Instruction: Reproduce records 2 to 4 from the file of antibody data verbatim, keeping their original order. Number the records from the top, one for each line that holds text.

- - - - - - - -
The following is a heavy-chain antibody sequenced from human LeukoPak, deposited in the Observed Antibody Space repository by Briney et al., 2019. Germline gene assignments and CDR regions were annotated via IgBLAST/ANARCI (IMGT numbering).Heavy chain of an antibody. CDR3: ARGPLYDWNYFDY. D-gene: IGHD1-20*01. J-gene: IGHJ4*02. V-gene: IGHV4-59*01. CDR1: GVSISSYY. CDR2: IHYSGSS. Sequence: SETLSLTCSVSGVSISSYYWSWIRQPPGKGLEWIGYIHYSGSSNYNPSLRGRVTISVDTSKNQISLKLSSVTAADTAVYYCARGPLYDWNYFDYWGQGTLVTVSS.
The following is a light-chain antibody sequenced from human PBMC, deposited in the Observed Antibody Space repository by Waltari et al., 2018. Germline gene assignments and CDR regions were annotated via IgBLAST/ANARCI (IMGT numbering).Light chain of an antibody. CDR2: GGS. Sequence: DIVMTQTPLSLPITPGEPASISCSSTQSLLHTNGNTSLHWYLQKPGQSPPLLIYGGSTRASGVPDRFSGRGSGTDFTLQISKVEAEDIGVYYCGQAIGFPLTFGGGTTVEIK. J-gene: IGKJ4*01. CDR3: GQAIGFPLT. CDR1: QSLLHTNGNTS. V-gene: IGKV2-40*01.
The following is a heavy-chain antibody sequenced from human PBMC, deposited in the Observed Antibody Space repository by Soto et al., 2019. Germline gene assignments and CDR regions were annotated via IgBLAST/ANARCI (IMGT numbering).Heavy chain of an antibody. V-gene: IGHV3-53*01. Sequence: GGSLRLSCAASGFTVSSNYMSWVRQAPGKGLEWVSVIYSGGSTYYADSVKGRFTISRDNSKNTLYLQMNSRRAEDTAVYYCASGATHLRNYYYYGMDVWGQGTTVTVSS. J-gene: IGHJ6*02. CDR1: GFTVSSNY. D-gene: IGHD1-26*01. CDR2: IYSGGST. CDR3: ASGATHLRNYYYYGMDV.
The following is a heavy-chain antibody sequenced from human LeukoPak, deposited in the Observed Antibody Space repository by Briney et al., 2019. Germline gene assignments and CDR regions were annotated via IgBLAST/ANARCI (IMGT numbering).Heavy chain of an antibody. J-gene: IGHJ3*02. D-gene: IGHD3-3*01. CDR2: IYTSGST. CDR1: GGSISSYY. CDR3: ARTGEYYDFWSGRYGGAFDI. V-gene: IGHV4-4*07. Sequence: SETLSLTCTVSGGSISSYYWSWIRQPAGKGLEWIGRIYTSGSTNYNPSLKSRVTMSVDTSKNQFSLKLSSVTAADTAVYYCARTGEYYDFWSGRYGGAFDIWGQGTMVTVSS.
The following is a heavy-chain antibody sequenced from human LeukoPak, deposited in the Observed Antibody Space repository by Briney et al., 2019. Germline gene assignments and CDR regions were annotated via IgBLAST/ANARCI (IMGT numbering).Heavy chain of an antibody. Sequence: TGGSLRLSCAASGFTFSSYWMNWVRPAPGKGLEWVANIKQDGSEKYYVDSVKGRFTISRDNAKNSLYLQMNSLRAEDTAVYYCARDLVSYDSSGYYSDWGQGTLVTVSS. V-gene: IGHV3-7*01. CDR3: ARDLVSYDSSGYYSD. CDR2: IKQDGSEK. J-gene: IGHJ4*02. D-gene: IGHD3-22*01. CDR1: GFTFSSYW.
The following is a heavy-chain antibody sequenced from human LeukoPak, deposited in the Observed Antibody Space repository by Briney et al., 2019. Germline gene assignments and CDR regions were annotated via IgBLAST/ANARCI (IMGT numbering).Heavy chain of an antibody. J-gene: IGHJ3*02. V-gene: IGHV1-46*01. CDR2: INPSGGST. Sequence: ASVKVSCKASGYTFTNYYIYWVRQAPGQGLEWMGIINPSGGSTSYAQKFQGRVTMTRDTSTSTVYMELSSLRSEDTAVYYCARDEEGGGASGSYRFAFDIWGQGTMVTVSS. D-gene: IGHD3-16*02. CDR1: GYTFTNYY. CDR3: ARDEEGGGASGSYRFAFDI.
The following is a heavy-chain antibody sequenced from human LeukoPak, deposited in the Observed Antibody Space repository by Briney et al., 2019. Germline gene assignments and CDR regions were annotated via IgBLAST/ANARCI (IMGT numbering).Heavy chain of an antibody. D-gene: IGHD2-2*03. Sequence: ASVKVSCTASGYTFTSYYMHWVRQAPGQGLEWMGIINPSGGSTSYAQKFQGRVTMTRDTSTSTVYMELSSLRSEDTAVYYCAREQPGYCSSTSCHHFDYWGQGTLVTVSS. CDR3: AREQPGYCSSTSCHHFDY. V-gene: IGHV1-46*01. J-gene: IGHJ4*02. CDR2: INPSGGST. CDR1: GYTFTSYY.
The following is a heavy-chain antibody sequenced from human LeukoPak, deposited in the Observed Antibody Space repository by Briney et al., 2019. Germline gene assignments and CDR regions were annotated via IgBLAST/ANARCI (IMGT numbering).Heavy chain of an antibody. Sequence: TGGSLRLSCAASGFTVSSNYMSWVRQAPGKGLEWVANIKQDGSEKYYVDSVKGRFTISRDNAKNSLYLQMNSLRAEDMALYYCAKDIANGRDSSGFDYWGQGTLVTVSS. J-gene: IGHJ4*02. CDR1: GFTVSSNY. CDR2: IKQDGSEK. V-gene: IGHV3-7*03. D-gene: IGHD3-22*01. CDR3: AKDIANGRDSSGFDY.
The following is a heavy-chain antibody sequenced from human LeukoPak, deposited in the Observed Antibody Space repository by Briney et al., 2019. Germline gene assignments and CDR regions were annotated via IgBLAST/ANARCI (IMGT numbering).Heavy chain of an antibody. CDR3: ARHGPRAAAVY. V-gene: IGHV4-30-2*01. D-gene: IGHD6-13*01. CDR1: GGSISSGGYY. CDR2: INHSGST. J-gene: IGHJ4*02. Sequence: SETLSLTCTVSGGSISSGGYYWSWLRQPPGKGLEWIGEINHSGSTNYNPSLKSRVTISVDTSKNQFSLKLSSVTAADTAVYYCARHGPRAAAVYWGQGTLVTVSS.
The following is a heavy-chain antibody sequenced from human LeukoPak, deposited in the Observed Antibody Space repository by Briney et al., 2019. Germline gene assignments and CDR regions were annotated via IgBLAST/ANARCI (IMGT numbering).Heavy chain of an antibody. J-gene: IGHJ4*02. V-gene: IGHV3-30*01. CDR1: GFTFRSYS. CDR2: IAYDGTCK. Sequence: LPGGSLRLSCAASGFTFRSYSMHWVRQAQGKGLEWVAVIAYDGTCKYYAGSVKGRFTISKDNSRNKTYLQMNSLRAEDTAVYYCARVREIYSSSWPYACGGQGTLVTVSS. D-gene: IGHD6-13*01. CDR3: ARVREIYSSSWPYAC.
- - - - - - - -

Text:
The following is a light-chain antibody sequenced from human PBMC, deposited in the Observed Antibody Space repository by Waltari et al., 2018. Germline gene assignments and CDR regions were annotated via IgBLAST/ANARCI (IMGT numbering).Light chain of an antibody. CDR2: GGS. Sequence: DIVMTQTPLSLPITPGEPASISCSSTQSLLHTNGNTSLHWYLQKPGQSPPLLIYGGSTRASGVPDRFSGRGSGTDFTLQISKVEAEDIGVYYCGQAIGFPLTFGGGTTVEIK. J-gene: IGKJ4*01. CDR3: GQAIGFPLT. CDR1: QSLLHTNGNTS. V-gene: IGKV2-40*01.
The following is a heavy-chain antibody sequenced from human PBMC, deposited in the Observed Antibody Space repository by Soto et al., 2019. Germline gene assignments and CDR regions were annotated via IgBLAST/ANARCI (IMGT numbering).Heavy chain of an antibody. V-gene: IGHV3-53*01. Sequence: GGSLRLSCAASGFTVSSNYMSWVRQAPGKGLEWVSVIYSGGSTYYADSVKGRFTISRDNSKNTLYLQMNSRRAEDTAVYYCASGATHLRNYYYYGMDVWGQGTTVTVSS. J-gene: IGHJ6*02. CDR1: GFTVSSNY. D-gene: IGHD1-26*01. CDR2: IYSGGST. CDR3: ASGATHLRNYYYYGMDV.
The following is a heavy-chain antibody sequenced from human LeukoPak, deposited in the Observed Antibody Space repository by Briney et al., 2019. Germline gene assignments and CDR regions were annotated via IgBLAST/ANARCI (IMGT numbering).Heavy chain of an antibody. J-gene: IGHJ3*02. D-gene: IGHD3-3*01. CDR2: IYTSGST. CDR1: GGSISSYY. CDR3: ARTGEYYDFWSGRYGGAFDI. V-gene: IGHV4-4*07. Sequence: SETLSLTCTVSGGSISSYYWSWIRQPAGKGLEWIGRIYTSGSTNYNPSLKSRVTMSVDTSKNQFSLKLSSVTAADTAVYYCARTGEYYDFWSGRYGGAFDIWGQGTMVTVSS.